Burma Monks’ Leader Urges Resistance

A leader of the 2007 Saffron Revolution is still fighting back from a remote prison in northern Burma.

2009-03-18
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U-Gambira-family-305.gif U Gambira's family, including (L to R) his elder sister, mother Daw Yay, elder brother Aung Kyaw Kyaw, an unknown monk, and U Gambira.
Photo courtesy of Moemaka

BANGKOK—A leader of Burma’s 2007 Saffron Revolution, U Gambira, is urging the Burmese people to carry on in resisting the military government and has agreed to appeal his conviction and lengthy prison sentence, according to his mother.

U Gambira, leader of the All-Burma Monks Alliance, is serving a 69-year jail term in Khandee prison for his role in the 2007 protests. He was transferred from Mandalay prison in February after staging a hunger strike there.

His mother, Daw Yay, said that when she visited her son in prison he quoted Burma’s late independence hero Gen. Aung San, father of detained opposition leader and Nobel peace laureate Aung San Suu Kyi.

“If one wants [to follow] the way of the Buddha, one must practice Buddhism. If one wants independence, one must practice the way towards independence,” she quoted U Gambira as saying.

“He is continuing along that same road,” she said.

Hunger strike

U Gambira began a hunger strike Feb. 15 in Mandalay prison to demand the release of Aung San Suu Kyi and other political prisoners, prompting authorities to transfer him in iron shackles to remote Kamdee prison in the north of the country, she said.

“The trip from Mandalay to Kamdee prison was like being sent to Hell alive,” she said, adding that it required a three-day boat trip from Monywa to Homalin. “I was in the middle seat of the boat without a back rest. It was very uncomfortable.”

“My life, and my family’s life, is just clockwork now. We eat and sleep like robots. There is no life in our bodies,” she said, calling on the authorities to free all political prisoners on humanitarian grounds.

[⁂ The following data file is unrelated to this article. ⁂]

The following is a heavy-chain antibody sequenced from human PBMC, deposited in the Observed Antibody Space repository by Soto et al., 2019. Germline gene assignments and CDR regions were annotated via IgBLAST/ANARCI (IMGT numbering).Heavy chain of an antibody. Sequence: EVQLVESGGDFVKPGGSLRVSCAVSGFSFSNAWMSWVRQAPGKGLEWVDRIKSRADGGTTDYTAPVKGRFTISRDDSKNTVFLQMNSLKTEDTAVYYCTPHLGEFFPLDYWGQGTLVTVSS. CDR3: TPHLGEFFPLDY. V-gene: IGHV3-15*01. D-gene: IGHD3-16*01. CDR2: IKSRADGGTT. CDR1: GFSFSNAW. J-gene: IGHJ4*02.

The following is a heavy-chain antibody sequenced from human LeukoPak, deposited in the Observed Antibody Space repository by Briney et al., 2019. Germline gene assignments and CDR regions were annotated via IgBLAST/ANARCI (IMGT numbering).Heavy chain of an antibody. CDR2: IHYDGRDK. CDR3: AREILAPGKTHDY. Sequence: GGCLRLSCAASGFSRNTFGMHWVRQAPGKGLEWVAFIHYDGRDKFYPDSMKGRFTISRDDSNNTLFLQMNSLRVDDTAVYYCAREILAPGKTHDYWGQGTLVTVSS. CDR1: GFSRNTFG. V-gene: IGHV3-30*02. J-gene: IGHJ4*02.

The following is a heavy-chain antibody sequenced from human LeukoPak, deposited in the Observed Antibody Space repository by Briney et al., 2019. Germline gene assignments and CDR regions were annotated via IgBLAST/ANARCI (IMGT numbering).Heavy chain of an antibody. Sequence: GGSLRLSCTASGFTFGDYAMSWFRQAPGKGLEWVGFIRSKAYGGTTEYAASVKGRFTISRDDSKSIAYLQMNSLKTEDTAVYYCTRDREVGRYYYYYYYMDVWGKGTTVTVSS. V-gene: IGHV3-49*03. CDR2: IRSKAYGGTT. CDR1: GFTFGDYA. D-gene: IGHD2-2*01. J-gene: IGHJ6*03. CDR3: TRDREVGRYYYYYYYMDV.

“The ordeal we are going through—it’s a punishment for our entire family.”

Daw Yay said that she had persuaded her son to appeal his conviction for treason, although he initially refused, and that she would travel from her home in Mandalay to the former capital, Rangoon, to file papers on his behalf.

Crackdown

U Gambira—who became a novice monk at 12 and led the 2007 uprising at age 29—was arrested at a hiding place in Kyaukse, central Burma, in early November 2007, weeks after a violent crackdown on protesters left dozens dead and thousands in custody.

One of U Gambira’s close associates, Ashin Panna Siri, escaped from a Burmese prison camp and fled to India. He described torture and backbreaking hard labor in custody.

Even monks handed only brief sentences for their roles in the 2007 uprising were sent to hard labor camps, a punishment usually reserved for those handed longer terms, he said.

Ashin Panna Siri hid with U Gambira after the crackdown. Arrested on Oct. 18, 2007, he spent seven months in Monywa prison before he was convicted and sent to hard labor.

Original reporting by Thin Aung Khine for RFA's Burmese service. Burmese service director: Nancy Shwe. Translated by Soe Thinn. Written for the Web in English by Sarah Jackson-Han.

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